IBM has a new article by Martin Streicher that explains just how Unix processes are able to multitask.
Speaking UNIX, Part 8: UNIX processes
03 Apr 2007
On UNIX® systems, each system and end-user task is contained within a process. The system creates new processes all the time and processes die when a task finishes or something unexpected happens. Here, learn how to control processes and use a number of commands to peer into your system.
At a recent street fair, I was mesmerized by the one-man band. Yes, I am easily amused, but I was impressed nonetheless. Combining harmonica, banjo, cymbals, and a kick drum — at mouth, lap, knees, and foot, respectively — the veritable solo symphony gave a rousing performance of the Led Zeppelin classic “Stairway to Heaven” and a moving interpretation of Beethoven’s Fifth Symphony. By comparison, I’m lucky if I can pat my head and rub my tummy in tandem. (Or is it pat my tummy and rub my head?)
Lucky for you, the UNIX® operating system is much more like the one-man band than your clumsy columnist. UNIX is exceptional at juggling many tasks at once, all the while orchestrating access to the system’s finite resources (memory, devices, and CPUs). In lay terms, UNIX can readily walk and chew gum at the same time.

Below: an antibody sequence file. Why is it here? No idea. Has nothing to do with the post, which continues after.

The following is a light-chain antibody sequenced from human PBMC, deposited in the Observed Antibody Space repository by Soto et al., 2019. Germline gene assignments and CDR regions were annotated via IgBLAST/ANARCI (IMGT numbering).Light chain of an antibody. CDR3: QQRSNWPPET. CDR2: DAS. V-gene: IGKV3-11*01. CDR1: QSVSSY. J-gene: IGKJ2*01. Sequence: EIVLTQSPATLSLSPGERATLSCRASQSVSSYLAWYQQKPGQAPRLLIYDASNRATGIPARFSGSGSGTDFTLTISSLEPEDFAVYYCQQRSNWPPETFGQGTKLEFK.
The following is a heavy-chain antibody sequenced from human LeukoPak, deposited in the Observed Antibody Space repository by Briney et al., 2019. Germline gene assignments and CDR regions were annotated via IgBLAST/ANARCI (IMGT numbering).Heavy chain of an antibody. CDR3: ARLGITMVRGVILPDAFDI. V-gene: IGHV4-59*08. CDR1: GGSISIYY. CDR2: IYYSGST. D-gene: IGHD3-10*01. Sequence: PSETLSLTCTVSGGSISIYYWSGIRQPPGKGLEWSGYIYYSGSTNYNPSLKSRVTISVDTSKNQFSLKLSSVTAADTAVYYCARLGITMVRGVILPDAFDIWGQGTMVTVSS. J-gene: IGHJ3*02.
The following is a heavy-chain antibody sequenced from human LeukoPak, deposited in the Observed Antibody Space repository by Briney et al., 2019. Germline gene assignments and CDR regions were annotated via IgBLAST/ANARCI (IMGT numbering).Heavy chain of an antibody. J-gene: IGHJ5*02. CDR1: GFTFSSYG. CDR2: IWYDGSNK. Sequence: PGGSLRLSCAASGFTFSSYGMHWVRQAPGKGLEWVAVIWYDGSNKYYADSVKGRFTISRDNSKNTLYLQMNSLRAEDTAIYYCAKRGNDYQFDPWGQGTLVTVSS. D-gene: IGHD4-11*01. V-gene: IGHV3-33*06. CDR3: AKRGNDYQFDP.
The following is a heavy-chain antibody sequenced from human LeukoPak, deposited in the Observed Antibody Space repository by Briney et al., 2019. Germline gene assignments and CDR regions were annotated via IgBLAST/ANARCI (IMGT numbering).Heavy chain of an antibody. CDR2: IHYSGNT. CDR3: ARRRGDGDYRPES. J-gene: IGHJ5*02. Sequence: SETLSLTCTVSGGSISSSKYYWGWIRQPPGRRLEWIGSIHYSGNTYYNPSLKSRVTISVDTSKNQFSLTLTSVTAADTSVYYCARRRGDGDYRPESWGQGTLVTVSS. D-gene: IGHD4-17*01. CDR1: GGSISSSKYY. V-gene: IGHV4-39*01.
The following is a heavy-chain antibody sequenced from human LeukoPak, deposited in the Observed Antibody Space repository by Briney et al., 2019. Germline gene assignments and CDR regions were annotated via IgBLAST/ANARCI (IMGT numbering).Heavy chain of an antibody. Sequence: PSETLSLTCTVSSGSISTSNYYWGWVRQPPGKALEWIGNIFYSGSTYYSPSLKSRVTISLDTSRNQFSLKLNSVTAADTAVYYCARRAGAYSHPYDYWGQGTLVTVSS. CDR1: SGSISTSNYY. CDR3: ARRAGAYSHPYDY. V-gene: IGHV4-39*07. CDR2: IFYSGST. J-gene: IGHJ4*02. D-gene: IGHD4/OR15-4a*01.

This month, let’s probe a little deeper than usual to examine how UNIX manages to do so many things simultaneously. While spelunking, let’s also glimpse the internals of your shell to see how job-control commands, such as Control-C (terminate) and Control-Z (suspend), are implemented. Headlamps on! To the bat cave!
The article provides a wonderful overview with commands you can run to monitor your own Unix (or Linux or even MacOSX) box. Understanding how Unix/Linux/MacOSX works is not always so easy. I can’t stress enough that DBAs need to know the operating system that their databases reside on.
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